It took me a long time to come to grips with the idea that the left wants no further industrialization; that, in fact, they want to deindustrialize the nation. I resisted believing it for years -- as my younger friends and liberal acquaintences still do.
But the EPA's regulations that will shut down dozens of powerplants, the administration's foot-dragging on Gulf deepwater drilling, Albany's refusal to approve fracking for natural gas, and Obama's refusal to approve the Keystone pipeline, though, can only lead one to that conclusion.
They wrongly assume their lives won't change; and they don't care if ours do.
...the President has uncovered an ugly little secret that has always lurked beneath the surface of environmentalism. Its basic appeal is to the affluent... The main danger to the affluent is not that they will be denied from improving their estate but that too many other people will achieve what they already have. As the Forest Service used to say, the person who built his mountain cabin last year is an environmentalist. The person who wants to build one this year is a developer.
Reposting from earlier this week:
Actually, the idea in candidate countries where traitors are TRYING to make it Marxist, is to weaken the country from the inside, so that it will fall to invasion from outside Marxist entities (China, Russia, Cuba, Venezuela, North Korea, ...)
Ive never understood this kind of thinking by the Marxists working to sabotage a country from within. After all ...
1) why not build UP a nation in Marxism, to TAKE OVER the outside Marxist nations?
2) the outside Marxists (China, Russia, ...) will just line up the traitors to the USA in public and on USA TV (saboteur Marxists operating in the USA), have them shot, and then say, this is what WE do with traitors. Message being, dont even think of disloyalty to THIS NEW nation we have established.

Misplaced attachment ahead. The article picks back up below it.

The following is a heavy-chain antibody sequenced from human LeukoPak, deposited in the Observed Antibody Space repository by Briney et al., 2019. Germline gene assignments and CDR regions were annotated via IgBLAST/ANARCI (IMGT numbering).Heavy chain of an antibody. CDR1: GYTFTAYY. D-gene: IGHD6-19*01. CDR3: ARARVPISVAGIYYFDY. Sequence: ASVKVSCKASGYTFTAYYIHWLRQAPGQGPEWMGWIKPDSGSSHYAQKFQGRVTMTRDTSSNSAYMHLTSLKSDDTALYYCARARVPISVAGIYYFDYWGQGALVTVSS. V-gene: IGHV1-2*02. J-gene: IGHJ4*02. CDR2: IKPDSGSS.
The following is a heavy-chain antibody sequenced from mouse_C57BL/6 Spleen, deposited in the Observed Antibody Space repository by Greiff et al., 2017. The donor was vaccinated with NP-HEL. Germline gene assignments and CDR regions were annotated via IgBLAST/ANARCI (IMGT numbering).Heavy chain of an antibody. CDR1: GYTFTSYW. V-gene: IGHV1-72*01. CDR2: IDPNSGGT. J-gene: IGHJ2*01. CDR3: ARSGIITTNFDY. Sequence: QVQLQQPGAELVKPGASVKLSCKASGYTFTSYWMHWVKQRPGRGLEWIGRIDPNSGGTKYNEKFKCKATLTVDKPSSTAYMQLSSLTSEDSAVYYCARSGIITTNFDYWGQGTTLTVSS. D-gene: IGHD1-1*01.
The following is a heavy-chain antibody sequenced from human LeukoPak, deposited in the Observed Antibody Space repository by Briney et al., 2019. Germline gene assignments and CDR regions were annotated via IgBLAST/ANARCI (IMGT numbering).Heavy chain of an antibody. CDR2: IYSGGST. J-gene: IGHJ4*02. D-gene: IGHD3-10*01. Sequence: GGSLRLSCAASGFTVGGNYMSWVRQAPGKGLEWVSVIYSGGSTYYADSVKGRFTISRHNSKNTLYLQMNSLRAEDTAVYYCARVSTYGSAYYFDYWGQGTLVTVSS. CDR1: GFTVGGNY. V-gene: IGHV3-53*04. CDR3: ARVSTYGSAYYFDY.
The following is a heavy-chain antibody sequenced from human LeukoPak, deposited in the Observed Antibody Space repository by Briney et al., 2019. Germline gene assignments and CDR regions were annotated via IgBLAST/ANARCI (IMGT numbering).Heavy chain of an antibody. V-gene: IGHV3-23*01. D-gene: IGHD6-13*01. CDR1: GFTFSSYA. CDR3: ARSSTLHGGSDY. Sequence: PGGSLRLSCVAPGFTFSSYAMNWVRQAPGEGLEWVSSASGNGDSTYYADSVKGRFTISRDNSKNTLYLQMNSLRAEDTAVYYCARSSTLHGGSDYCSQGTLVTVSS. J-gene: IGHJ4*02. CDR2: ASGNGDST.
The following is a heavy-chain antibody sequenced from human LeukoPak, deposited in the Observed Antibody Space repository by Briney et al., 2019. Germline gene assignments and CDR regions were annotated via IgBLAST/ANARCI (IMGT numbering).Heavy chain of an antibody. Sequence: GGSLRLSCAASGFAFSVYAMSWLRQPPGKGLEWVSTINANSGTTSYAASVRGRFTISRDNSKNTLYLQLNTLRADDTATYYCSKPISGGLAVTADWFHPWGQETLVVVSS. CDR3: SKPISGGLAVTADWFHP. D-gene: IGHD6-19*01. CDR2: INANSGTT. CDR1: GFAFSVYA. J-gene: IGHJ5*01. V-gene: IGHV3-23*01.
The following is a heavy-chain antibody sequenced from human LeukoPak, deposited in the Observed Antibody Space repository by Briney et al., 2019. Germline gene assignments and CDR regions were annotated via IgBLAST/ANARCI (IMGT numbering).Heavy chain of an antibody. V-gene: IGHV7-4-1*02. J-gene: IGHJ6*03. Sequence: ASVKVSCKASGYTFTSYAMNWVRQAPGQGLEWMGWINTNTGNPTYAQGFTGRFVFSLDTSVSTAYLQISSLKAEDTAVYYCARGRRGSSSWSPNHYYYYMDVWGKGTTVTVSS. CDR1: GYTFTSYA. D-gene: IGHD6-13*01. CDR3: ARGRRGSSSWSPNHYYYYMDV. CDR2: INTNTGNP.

The saboteur traitor Marxists in the USA are expecting a nice apartment, a cushy government job, and a pat on the back from the Marxists they invite to invade with their tax increases and defense cuts, but theyll just be the 1st to die by firing squad once the outside Marxists take over.
But, Ill keep praying for a Christian revival, so that it might not come to that.
This is a brilliant article. So often followers of movements fail to grasp its real purpose or motives. In part because they’re fed nuanced explanations which always appeal to emotions. That’s a critical element. In this case the virtues of “saving the planet” or “preserving nature”. Well, who wants to oppose any of these things? But of course it’s all predicated on deceptive scientific evidence (appeal to authority) and plenty of false dilemmas. But, it’s funny, there’s never any shortage of tools and fools who will swoon under their spell— even in the face of adverse consequences...like economic deprivation and pain. Go fracking figure!